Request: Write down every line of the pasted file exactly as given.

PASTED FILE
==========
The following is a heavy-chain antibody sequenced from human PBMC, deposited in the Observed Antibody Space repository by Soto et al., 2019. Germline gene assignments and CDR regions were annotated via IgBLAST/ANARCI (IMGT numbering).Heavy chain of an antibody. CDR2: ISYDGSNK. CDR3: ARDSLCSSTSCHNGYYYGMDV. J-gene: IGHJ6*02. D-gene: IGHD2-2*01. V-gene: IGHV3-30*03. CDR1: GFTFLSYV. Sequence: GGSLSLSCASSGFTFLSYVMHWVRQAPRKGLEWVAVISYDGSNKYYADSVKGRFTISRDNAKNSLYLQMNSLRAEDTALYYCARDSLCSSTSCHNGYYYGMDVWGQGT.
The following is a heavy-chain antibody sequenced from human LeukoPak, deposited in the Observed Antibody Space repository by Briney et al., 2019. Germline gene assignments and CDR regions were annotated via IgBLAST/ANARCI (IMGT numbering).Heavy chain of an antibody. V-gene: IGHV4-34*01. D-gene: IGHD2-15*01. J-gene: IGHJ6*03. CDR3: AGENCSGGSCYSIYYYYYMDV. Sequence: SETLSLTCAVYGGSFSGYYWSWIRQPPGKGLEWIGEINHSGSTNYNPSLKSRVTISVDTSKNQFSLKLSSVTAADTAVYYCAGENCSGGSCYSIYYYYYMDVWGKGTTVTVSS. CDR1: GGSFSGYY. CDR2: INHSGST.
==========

The following is a heavy-chain antibody sequenced from human PBMC, deposited in the Observed Antibody Space repository by Soto et al., 2019. Germline gene assignments and CDR regions were annotated via IgBLAST/ANARCI (IMGT numbering).Heavy chain of an antibody. CDR2: ISYDGSNK. CDR3: ARDSLCSSTSCHNGYYYGMDV. J-gene: IGHJ6*02. D-gene: IGHD2-2*01. V-gene: IGHV3-30*03. CDR1: GFTFLSYV. Sequence: GGSLSLSCASSGFTFLSYVMHWVRQAPRKGLEWVAVISYDGSNKYYADSVKGRFTISRDNAKNSLYLQMNSLRAEDTALYYCARDSLCSSTSCHNGYYYGMDVWGQGT.
The following is a heavy-chain antibody sequenced from human LeukoPak, deposited in the Observed Antibody Space repository by Briney et al., 2019. Germline gene assignments and CDR regions were annotated via IgBLAST/ANARCI (IMGT numbering).Heavy chain of an antibody. V-gene: IGHV4-34*01. D-gene: IGHD2-15*01. J-gene: IGHJ6*03. CDR3: AGENCSGGSCYSIYYYYYMDV. Sequence: SETLSLTCAVYGGSFSGYYWSWIRQPPGKGLEWIGEINHSGSTNYNPSLKSRVTISVDTSKNQFSLKLSSVTAADTAVYYCAGENCSGGSCYSIYYYYYMDVWGKGTTVTVSS. CDR1: GGSFSGYY. CDR2: INHSGST.